Boston Community Capital Boosts Commitment To Developing Solar For Low-Income Areas


Boston Community Capital (BCC) says it will develop an additional 4 MW of solar capacity for affordable housing, nonprofit organizations and community facilities. The nonprofit has committed to the effort in support of President Obama's recent solar push.

BCC has created financing structures to make solar power accessible to affordable housing developments, nonprofit organizations and other community institutions, which often cannot take advantage of existing solar incentives, most of which are tax-based.

BCC's model leverages existing market tools and third-party capital to assemble the financing necessary to install the solar panels so that the affordable housing developments or community organizations hosting the panels pay nothing up front. BCC retains ownership of the panels, and in exchange, the host institutions make a long-term commitment to buy the electricity produced.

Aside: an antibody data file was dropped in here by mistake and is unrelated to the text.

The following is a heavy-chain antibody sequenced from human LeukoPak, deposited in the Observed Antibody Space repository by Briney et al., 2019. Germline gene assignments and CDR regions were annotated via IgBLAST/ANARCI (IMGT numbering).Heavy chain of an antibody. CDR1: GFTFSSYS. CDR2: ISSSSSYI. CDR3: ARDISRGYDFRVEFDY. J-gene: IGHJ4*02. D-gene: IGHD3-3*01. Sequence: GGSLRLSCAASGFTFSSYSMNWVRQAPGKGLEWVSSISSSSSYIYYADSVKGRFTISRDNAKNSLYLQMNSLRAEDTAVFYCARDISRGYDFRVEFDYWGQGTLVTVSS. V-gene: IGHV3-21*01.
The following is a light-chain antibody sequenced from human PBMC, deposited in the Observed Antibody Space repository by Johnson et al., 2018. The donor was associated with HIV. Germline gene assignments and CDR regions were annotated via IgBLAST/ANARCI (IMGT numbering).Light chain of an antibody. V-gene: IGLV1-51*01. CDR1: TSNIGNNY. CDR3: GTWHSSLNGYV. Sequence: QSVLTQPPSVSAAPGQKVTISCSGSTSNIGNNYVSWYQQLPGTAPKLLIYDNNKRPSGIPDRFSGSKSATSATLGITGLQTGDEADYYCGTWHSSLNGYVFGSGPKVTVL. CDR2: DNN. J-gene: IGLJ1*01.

The organization has already purchased, developed and placed over 17,600 photovoltaic panels. Two-thirds of BCC's solar projects serve multifamily affordable housing developments, where the panels typically meet 100% of the buildings' common-area electricity needs. The rest serve nonprofit organizations and community facilities, such as the Greater Boston Food Bank.

‘All communities – regardless of income level – should be able to benefit from solar power's cost savings and price stability and take part in efforts to address climate change,’ says BCC CEO Elyse Cherry. ‘We are working to make that a reality, and we are proud to join President Obama in his efforts to expand solar power nationwide.’

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